APR 10, 2017 2:49 PM PDT

Concerns Raised About Safety of New Bioresorbable Stents

WRITTEN BY: Kara Marker

A new approach to stent technology was approved by the U.S. Food and Drug Administration in July 2016, but Texas Tech University cardiologist Debabrata Mukherjee, MD expresses concern about its safety compared to more traditional stents.

Dr. Debabrata Mukherjee encourages cardiologists to continue using conventional metal stents (pictured), instead of the newer bioresorbable option. Credit: Tommie Morelos/TTUHSC El Paso.

Stents are typically metal mesh tubes that are inserted into an artery that has been narrowed or blocked to widen or reopen it to improve blood flow, during a surgical procedure called percutaneous coronary intervention. There are also drug-eluting stents that gradually release anti-tissue growth drugs over time into the bloodstream to prevent future blockages in addition to widening the already-narrowed artery.

However, traditional stents fall short of perfect in several ways. First, the stents are made of stiff metal, which Mukherjee points out could affect the blood vessel lining. “Stents are pieces of metal that are permanently placed into the heart, and people were not born with metal in their hearts,” he said.” It's not normal and it may sometimes cause problems.”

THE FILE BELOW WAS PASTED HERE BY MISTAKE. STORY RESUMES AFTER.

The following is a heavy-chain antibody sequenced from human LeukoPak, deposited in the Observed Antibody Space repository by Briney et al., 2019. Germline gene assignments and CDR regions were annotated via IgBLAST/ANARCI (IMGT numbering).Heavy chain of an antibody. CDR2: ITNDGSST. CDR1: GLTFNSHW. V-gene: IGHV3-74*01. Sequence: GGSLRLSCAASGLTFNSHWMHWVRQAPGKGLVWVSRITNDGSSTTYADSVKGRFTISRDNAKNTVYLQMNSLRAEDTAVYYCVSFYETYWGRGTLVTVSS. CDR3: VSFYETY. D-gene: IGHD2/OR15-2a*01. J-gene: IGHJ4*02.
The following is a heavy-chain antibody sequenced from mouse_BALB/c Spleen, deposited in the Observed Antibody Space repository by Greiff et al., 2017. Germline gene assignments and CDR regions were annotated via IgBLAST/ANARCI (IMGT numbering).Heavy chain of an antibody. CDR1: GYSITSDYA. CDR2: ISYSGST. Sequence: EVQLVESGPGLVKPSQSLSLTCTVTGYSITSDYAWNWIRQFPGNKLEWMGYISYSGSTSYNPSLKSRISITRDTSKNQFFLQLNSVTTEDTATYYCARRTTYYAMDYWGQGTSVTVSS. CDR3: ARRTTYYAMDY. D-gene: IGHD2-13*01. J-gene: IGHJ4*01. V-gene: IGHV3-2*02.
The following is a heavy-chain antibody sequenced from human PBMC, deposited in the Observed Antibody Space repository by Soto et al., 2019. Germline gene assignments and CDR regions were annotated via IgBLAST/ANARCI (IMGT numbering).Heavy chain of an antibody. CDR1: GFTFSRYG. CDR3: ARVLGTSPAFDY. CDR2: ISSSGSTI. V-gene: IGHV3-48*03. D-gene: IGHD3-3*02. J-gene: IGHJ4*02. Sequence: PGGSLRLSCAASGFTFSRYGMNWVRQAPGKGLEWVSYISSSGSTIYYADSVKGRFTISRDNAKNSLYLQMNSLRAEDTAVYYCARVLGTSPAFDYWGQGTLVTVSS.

Traditional stents also pose the risk of blood clots and development of scar tissue near the stent. The stent could also simply fail to work, a condition called restenosis.

Bioresorbable stents were created as an alternative to traditional drug-eluting stents to avoid side effects. They dissolve completely within a few years, allowing the artery to heal naturally. Despite the intention of their developers, these next-generation stents are accompanied with several less-than-desirable characteristics.

A recent clinical trial published in the New England Journal of Medicine showed that bioresorbable stents increase a person’s risk of device thrombosis, more so than with a conventional stent. Device thrombosis is a condition where a blood clot forms directly on the stent. The new bioresorbable stents are also more costly and require a longer surgical procedure to insert. Lastly, these stents are no more effective than conventional stents.

“As a physician, why I am going to use something that costs me more if it can cause risk or harm to my patients?" Mukherjee asked.

Mukherjee suggests the development of stents with quicker reabsorption rates, thinner struts, and improved strength. He says he is looking forward to the next generation of bioresorbable stents that might have improved safety.

The present study was published in The New England Journal of Medicine.

Sources: Texas Tech University Health Sciences Center El Paso, New England Journal of MedicineNational Heart, Lung, and Blood Institute

About the Author
  • I am a scientific journalist and enthusiast, especially in the realm of biomedicine. I am passionate about conveying the truth in scientific phenomena and subsequently improving health and public awareness. Sometimes scientific research needs a translator to effectively communicate the scientific jargon present in significant findings. I plan to be that translating communicator, and I hope to decrease the spread of misrepresented scientific phenomena! Check out my science blog: ScienceKara.com.
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